3. Suicide prevention training for professionals and the public. One programme had trained over 100 adults. E-learning had also been launched.
4. The Kent and Medway NHS and Social Care Partnership Trust (KMPT) had also developed a Zero Suicide Plan.
Each suicide prevention workstream was assessed for impact, for example data on the number of calls to the helpline had been collected. The programme had also been externally evaluated, although this data was not yet available. Qualitative data was set out at paragraph 3.6 of the report. Feedback from the national team responsible for funding the programme suggested that work in Medway was well advanced compared to the other seven areas awarded funding.
Funding had also been secured for 2019/20 to further develop the programme. Table 3 of the report outlined the plans for the forthcoming year. This included a new workstream on system leadership which would focus on reviewing care pathways. The Kent and Medway Suicide Prevention Strategy would also be refreshed for 2020.
A Board Member said tackling suicide had to be holistic and could not be achieved by one individual or organisation on their own. Young people in education settings faced particular challenges and it was explained that a lot of work had been undertaken to support students in crisis. This included a ‘Suicide Safer Universities’ project, in which universities had introduced policies and training for staff to help support students, established tea and talk sessions and undertaken awareness raising about where to seek help. This was targeted around particular pressures students were likely to have, for example exam and relationship pressures.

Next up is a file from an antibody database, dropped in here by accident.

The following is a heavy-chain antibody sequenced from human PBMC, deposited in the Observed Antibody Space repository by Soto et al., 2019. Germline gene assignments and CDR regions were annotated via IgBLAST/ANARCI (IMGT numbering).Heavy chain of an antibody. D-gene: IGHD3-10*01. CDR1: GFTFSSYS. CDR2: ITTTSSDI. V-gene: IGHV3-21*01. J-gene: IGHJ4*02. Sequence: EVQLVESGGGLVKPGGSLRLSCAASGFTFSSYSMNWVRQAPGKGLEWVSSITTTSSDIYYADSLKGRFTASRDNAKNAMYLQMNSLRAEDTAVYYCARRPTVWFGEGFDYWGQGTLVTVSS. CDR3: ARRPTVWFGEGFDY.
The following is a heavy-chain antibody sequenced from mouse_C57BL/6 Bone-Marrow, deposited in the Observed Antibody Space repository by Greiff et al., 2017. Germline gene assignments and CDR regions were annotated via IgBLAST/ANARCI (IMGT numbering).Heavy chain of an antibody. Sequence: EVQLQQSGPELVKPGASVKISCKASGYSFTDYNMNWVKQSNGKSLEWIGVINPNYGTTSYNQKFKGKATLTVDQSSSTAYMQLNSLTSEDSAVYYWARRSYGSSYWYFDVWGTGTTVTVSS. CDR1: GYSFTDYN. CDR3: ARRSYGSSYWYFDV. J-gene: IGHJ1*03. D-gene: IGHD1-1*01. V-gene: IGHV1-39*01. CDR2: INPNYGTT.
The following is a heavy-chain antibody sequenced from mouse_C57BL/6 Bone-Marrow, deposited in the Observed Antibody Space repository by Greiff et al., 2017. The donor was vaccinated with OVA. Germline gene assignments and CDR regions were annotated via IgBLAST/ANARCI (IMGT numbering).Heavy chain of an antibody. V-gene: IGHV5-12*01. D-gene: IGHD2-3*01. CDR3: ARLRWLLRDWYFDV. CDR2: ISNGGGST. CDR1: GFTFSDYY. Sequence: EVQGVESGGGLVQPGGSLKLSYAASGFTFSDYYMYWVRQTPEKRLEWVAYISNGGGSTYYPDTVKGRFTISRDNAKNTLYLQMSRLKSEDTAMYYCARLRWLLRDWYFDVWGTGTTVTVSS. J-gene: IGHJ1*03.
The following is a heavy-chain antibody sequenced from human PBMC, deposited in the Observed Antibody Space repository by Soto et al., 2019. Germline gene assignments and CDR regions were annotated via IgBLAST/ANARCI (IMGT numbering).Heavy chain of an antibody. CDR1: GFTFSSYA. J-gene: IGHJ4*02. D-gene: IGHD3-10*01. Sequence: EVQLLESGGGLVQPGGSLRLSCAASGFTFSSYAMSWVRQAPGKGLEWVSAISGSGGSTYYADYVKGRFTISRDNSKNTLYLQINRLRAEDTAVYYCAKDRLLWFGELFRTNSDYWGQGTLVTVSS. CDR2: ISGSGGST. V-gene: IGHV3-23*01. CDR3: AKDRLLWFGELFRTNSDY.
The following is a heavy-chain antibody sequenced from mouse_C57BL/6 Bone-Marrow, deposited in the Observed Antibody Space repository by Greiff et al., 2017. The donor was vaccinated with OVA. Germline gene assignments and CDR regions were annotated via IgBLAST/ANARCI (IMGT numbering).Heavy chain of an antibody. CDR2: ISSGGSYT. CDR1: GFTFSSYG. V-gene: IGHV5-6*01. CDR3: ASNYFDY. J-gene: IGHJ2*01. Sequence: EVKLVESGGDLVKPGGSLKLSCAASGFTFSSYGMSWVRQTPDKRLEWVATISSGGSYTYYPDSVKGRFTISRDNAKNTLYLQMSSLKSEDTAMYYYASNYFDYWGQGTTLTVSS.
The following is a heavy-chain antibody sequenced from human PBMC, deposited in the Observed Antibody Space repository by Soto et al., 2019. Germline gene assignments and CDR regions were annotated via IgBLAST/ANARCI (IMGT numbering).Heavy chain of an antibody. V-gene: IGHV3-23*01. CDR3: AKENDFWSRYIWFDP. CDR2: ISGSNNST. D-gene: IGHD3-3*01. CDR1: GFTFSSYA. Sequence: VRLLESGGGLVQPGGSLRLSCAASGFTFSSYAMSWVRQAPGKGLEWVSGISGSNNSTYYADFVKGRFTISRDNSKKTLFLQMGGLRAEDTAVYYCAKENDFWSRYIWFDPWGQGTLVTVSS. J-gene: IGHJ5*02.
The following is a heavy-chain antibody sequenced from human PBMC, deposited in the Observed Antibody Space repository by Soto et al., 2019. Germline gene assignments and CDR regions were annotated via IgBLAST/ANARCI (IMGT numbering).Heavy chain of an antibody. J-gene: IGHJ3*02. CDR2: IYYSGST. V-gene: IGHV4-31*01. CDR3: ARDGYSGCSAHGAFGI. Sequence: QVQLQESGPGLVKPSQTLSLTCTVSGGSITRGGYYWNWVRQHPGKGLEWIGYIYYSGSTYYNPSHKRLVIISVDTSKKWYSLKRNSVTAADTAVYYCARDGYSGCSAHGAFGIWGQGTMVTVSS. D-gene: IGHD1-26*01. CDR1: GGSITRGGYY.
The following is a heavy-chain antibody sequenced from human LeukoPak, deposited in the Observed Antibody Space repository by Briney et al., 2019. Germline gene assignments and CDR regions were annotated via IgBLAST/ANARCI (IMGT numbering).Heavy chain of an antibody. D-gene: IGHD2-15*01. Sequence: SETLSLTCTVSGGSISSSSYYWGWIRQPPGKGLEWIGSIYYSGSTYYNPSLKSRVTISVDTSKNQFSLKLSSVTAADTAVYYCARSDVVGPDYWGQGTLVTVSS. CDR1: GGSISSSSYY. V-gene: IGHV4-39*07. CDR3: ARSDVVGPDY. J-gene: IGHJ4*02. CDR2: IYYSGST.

A Board Member commended the suicide prevention projects for children and young people. He explained that in Medway, the Rivermead Trust coordinated a programme which provided an educational bridge for children and young people who had been in a mental health unit for a period of time to return to education locally. He asked that the Suicide Prevention Programme undertook targeted work for children and young people who had been in Tier 4 Child and Adolescent Mental Health Services (CAMHS) including working with the programme mentioned and within pupil referral units.
In response to a question concerning future funding for this programme, the Public Health Consultant said that the Suicide Prevention Steering Group met quarterly and would continue to do so post funding in 2019/20. In addition, the Suicide Prevention Strategy would be refreshed over the forthcoming year. The work set out in the Strategy would also continue beyond funding obtained for 2019/20. The 2019/20 funding was granted specifically to deliver the new workstream, however the Steering Group would be reviewing the sustainability of the programme, for example by seeking to embed programmes where possible and developing e-learning.
A Board Member asked whether officers had contacted the police to obtain data on the number of individuals they had contact with who had experienced a mental health issue but were not known to other organisations. The Public Health Consultant explained that the partnership worked closely with the police, sharing information and obtaining data from the coroner with respect to suicides.